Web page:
coromandal


waste of the world
September 13, 2015, 1:57 pm
Filed under: chronotopes, departure lounge | Tags: , , , , ,

Italo Calvino describes his mother’s domesticity and his father’s passion: struggles with ourselves and with the world.

His mother turned passions into mere duties, her strategy for quotidian domestic life: sure, methodical, hardworking. His father on the other hand embraced passion, altruism, innovation, pain of existence, a desperate confrontation with the world.

That life is partly waste was something my mother would not accept: I mean that it is partly passion. Hence she never left the garden where every plant was labelled, the house swathed in bougainvillea, the study with its herbariums and the microscope under the glass dome. Always sure of herself, methodical, she transformed passions into duties and lived on those. But what pushed my father up the road to San Giovanni every morning – and me downwards along my own road – was not so much the duty of the hardworking landowner, the altruism of the agricultural innovator – and in my case not so much those definitions of duty that I would gradually impose on myself – but passion, fierce passion, pain of existence – what else could have forced him to scramble up through woods and wilderness and me to plunge into a labyrinth of walls and printed paper? – desperate confrontation with that which lies outside of ourselves, waste of self set against the waste of the world in general.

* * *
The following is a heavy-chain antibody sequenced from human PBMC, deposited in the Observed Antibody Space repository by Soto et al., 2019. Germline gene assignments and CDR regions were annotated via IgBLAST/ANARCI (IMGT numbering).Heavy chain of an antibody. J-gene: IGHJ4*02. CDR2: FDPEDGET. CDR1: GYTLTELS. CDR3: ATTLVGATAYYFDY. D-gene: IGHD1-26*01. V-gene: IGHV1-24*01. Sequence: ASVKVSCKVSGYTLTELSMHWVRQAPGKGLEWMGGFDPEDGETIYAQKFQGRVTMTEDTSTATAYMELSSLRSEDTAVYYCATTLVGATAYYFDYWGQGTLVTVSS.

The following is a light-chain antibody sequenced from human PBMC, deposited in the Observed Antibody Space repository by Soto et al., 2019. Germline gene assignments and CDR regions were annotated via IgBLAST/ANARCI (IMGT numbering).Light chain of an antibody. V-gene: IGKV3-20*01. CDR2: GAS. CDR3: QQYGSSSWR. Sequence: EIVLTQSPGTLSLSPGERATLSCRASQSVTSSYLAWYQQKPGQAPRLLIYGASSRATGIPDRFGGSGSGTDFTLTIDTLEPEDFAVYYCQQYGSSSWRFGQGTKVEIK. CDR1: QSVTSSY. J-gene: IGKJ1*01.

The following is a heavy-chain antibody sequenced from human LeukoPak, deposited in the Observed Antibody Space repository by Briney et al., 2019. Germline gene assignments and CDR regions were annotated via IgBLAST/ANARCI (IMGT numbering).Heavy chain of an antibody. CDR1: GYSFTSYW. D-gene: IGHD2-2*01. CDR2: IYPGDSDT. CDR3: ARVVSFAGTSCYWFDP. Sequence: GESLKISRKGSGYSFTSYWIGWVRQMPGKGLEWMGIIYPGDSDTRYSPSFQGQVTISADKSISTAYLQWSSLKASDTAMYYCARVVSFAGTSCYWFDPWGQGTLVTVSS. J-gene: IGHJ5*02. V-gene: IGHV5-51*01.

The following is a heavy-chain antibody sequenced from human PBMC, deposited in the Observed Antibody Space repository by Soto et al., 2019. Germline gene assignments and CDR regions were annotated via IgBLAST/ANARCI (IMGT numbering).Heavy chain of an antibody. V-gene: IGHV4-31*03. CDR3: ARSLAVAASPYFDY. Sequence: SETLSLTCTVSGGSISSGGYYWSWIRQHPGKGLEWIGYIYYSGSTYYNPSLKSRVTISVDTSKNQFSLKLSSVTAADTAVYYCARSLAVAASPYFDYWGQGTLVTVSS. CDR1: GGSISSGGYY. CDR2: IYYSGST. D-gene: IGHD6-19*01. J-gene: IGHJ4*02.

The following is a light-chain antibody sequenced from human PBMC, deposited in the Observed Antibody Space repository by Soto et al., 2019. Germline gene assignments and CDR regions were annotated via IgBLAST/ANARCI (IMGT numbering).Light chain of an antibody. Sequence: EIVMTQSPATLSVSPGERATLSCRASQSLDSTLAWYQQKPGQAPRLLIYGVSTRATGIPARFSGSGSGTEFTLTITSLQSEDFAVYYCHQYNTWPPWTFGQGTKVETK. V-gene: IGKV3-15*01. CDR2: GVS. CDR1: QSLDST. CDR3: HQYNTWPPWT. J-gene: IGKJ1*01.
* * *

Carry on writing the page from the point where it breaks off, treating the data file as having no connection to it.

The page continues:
The Road to San Giovanni, Italo Calvino



the secret of lightness
September 29, 2013, 9:52 pm
Filed under: the sweet life | Tags: , ,

Thirteen years on, a vision for the millennium I think still applies and is worth yearning for:

Were I to choose an auspicious image for the new millennium, I would choose that one: the sudden agile leap of the poet-philosopher who raises himself above the weight of the world, showing that with all his gravity he has the secret of lightness, and that what many consider to be the vitality of the times – noisy, aggressive, revving and roaring – belongs to the realm of death, like a cemetery for rusty cars.

Italo Calvino